Elizabeth I: Finally a True Rendition
By Catherine Revill
In 2005 a two part miniseries on Elizabeth I aired in Britain. The miniseries was so wildly popular in the United Kingdom that it was eventually aired on Home Box Office Entertainment in America, TMN in Canada, ATV in Hong Kong, ABC in Australia, and TVNZ in New Zealand. The miniseries starred Helen Mirren as Elizabeth, Jeremy Irons as the Earl of Leicester, Hugh Dancy as the Earl of Essex, Toby Jones as Sir Robert Cecil, Patrick Malahide as Sir Francis Walsingham, Ian McDiarmid as Lord Burghley, Jeremie Covillaut as the Duke of Anjou, Barbara Flynn as Mary Queen of Scots, Ewen Bremmer as James VI King of Scots, David Delve as Sir Francis Drake, Will Keen as Francis Bacon, and Ben Pullen as Sir Walter Raleigh. The miniseries also won a slew of Emmys including Outstanding Miniseries, Outstanding Directing for a Miniseries, Outstanding Lead Actress in a Miniseries (Helen Mirren), Outstanding Supporting Actor in a Miniseries (Jeremy Irons), Outstanding Art Direction, Outstanding Casting for a Miniseries, Outstanding Single-Camera Picture Editing for a Miniseries, Outstanding Costumes for a Miniseries, and Outstanding Hairstyling for a Miniseries. In addition to all of these Elizabeth I also won a few Golden Globe awards including Best Television Mini-Series, Best Actress in a Mini-Series (Helen Mirren), and Best Supporting Actor in a Mini-Series (Jeremy Irons).
The miniseries takes place during the last twenty five years of Elizabeth’s reign, shedding light on her personal as well as political life and how they impacted each other. The miniseries was filmed in Vilnius, Lithuania, and the sets were constructed inside the massive sports arena there. There was a scene filmed in an actual historical location, St. Anne’s Church, which was built in fifteen hundred. The movie has garnered much acclaim for its historical accuracy. Dr. David Starkey, historian and author of Elizabeth: the Struggle for the Throne states “I think, without any doubt, that this is the best film overall, that’s been made on Elizabeth. I think it gets nearer to Elizabeth’s humanity, it gets nearer to her relationship with her courtiers, it gives a sense of the visual world, it gives a sense of something of the taste, the texture, the touch, and above all, the words.”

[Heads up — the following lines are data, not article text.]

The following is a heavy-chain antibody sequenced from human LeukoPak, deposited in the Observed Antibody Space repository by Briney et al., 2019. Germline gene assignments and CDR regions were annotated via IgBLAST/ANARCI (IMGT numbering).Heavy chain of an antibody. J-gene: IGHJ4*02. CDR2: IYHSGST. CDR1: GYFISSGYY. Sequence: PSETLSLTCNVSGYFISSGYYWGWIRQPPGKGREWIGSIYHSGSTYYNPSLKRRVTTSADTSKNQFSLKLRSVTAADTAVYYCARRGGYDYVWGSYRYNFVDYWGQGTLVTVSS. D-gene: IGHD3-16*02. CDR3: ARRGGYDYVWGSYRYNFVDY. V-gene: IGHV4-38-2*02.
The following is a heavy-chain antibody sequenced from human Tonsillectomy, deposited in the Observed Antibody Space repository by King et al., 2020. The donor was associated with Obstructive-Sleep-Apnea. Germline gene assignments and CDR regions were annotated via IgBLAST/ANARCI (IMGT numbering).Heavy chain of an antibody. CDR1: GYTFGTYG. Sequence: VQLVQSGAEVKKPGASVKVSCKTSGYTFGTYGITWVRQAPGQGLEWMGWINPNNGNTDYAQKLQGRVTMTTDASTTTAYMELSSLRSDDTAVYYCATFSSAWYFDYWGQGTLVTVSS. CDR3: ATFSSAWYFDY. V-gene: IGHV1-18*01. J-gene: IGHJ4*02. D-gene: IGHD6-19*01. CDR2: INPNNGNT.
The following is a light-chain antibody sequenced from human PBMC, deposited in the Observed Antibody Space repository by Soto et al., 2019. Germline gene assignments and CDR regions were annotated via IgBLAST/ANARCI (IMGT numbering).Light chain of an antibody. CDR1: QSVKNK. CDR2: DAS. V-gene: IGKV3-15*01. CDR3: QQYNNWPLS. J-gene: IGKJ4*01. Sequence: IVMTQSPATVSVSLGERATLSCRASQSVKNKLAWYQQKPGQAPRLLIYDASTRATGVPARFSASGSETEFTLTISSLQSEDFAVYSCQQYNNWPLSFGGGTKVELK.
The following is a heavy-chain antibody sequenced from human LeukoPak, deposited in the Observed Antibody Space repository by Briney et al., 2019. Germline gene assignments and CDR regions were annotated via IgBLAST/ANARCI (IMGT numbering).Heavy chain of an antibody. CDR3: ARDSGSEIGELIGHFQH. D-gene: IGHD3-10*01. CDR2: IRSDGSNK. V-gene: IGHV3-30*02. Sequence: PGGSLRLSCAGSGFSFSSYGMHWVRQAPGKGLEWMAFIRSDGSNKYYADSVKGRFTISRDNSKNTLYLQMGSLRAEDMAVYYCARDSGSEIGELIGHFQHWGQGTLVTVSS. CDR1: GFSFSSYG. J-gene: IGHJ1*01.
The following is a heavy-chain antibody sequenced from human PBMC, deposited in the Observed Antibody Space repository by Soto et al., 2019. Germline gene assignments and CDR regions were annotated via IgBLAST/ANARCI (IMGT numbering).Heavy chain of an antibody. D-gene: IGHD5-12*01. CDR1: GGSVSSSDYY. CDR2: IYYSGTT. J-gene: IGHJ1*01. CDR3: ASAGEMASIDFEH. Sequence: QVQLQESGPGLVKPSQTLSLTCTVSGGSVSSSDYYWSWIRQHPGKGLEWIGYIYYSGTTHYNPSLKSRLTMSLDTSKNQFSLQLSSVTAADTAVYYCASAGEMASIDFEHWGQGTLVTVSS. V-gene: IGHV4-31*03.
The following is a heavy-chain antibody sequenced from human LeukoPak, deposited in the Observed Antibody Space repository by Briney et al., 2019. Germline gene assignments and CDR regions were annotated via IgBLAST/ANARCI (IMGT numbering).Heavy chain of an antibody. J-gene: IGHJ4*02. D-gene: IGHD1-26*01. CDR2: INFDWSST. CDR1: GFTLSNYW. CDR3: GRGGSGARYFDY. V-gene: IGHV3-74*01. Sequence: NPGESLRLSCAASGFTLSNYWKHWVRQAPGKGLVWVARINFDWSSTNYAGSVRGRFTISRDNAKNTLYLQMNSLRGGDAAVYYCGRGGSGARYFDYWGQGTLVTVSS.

The DVD has a short feature called “Uncovering the Real Elizabeth” in which Dr. Starkey speaks about the legitimacy of the film and gives a talk about Elizabeth and her reign. Most filmmakers will take liberty when making a historical film, but director Tom Hooper felt that a true account would be more effective. In an interview Tom Hooper states “We find that historical detail is so much more interesting than anything we can invent nowadays. I mean, they lived life on such an extreme level. My only sadness was that we couldn’t get more historical detail into it, because you could really start investigating the extraordinary nature of their lives. For us the historical detail was very important.” Elizabeth I is one of the most accurate movies ever made based on the life and politics of Elizabeth I. Even the queen’s love of pearls is used. Many put a lot of emphasis on the regal court life, jewels, and clothes without really talking about the political issues of the time. Some may not even show the pretty clothes and jewels well, as can be seen in The Other Boleyn Girl which was an historical travesty. However, in Elizabeth I the political aspects are emphasized just as much as the romantic encounters are. As lead Helen Mirren says, “I felt she had a very interesting and complicated private life, but it played out against such an extraordinary political life and international life on a very grand stage. So I thought we needed to include that side of her life. The fact is she was maneuvering her private life around her public life, and her public life was the most important part of her life, and she consistently sacrificed her private life to her public life. And Nigel just did the most brilliant job of combining the public and the private so beautifully in the script.”